The Cambridge History of English and American Literature in 18 Volumes (1907–21). rn VOLUME XVII. Later National Literature, Part II.IX. Minor Humorists
§ 5. George Ade
Of the deluge of humorists who followed, Charles Heber Clark (“Max Adeler”), like Leland, became better known in England than in the United States. Out of the Hurly-Burly (1874), his first and best book, links together facetious extravagances in prose and verse on a thread of narrative describing the perplexities of the suburbanite. Its delightful illustrations by A. B. Frost contributed almost as much as the text to the popularity of the book. Clark’s travesties of the obituary lyric have been long remembered. At times rivalling the mock horrors of the Bab Ballads, his mortuary burlesques go far to justify Augustine Birrell’s dictum that the essence of American humour consists in speaking lightly of dreadful subjects.
In spite of his pseudonym Clark was not one of the many dialect writers. The verbal humours of German-American speech were further exhibited, however, in the Yawcob Strauss rhymes of Charles Follen Adams. Negro dialect and certain broad aspects of darky pretentiousness were turned to laughable effect by Charles Bertrand Lewis (“M. Quad”) in The Lime-Kiln Club (1887) and other sketches. At the close of the century Bowery slang gained a temporary currency through the Chimmie Fadden stories of Edward Waterman Townsend, but Faddenism never seriously disturbed the cult of Mr. Dooley, whose Irish-American witticisms deserve more extended mention. A remarkable type of later slang, that invented by an author and yet perfectly intelligible to all alert Americans, reached its apogee in the work of George Ade, whose Fables in Slang (1900) have been followed by several volumes of a similar method.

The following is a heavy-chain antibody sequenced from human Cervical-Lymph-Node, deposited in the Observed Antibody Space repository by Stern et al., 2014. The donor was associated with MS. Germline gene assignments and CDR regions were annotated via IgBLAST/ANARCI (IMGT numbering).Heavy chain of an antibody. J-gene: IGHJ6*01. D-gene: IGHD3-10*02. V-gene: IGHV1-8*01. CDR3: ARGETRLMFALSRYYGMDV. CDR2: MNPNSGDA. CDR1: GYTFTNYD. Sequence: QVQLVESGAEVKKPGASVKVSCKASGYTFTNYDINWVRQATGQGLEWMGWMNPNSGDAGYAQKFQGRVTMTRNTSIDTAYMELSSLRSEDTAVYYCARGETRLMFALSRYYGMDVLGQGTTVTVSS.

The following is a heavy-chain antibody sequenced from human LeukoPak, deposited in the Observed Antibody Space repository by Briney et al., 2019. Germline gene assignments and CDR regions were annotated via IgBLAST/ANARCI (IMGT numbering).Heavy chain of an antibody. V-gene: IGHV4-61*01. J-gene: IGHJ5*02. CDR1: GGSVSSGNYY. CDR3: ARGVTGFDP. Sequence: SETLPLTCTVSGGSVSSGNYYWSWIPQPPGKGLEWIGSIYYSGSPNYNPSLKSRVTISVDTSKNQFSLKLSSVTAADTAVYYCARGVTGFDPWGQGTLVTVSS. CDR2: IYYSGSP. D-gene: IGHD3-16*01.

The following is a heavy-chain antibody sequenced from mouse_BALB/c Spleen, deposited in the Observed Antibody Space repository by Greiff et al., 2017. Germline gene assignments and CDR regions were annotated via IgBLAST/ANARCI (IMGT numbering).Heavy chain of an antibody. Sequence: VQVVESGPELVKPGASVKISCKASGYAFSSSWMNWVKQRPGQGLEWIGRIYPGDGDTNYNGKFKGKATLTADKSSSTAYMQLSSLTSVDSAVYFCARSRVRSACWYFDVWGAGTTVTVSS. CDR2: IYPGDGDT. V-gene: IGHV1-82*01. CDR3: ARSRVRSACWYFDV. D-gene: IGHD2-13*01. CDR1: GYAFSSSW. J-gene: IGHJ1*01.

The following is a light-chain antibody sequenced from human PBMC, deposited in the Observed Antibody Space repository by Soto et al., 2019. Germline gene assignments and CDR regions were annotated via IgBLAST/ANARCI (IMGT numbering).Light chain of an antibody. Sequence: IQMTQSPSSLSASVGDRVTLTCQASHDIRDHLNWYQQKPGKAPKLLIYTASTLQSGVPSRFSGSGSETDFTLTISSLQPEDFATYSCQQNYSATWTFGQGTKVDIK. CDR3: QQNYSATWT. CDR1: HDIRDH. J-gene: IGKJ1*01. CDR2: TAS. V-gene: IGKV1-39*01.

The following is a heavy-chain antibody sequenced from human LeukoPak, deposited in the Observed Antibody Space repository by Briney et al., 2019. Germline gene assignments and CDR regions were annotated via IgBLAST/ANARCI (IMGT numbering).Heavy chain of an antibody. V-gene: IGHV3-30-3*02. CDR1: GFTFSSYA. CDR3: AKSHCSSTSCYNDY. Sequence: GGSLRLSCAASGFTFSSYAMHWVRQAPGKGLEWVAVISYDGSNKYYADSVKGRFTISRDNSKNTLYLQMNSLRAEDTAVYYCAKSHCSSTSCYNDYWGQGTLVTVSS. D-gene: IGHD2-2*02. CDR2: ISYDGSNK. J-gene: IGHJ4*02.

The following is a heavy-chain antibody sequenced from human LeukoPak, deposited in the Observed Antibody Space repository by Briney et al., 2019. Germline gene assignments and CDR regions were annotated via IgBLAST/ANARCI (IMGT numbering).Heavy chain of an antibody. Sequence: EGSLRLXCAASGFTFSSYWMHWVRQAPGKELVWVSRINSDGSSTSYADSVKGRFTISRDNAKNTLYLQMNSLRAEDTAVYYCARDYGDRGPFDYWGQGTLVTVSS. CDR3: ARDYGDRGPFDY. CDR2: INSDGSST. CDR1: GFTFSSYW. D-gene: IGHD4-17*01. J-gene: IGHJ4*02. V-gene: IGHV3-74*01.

Humorists who did not rely upon dialect for their main effect usually began on the humour of a particular locality and gradually extended their range. Miss Marietta Holley as “Josiah Allen’s Wife” from up-state New York has for more than forty years applied shrewd observation and the homeliest common sense to the popular amusements and fashionable problems of the day. My Opinions and Betsy Bobbett’s (1873) and Samantha at Saratoga (1887) established her reputation as a keen deviser of ludicrous incidents and impossible social blunders. James Montgomery Bailey (“The Danbury News Man”) and Robert Jones Burdette (“The Hawkeye Man”) attained a more than local vogue as newspaper comedians, Bailey excelling in quaintly exaggerated pictures of familiar domestic occurrences, Burdette in the unexpected collocation of dissimilar ideas. Edgar Wilson Nye (“Bill Nye”), once of The Laramie [Wyoming] Boomerang, was also fond of surprising turns of phrase, but his most characteristic vein lay in a sort of affected, zealous idiocy. No better example of his manner is available than one already selected by a skilled hand: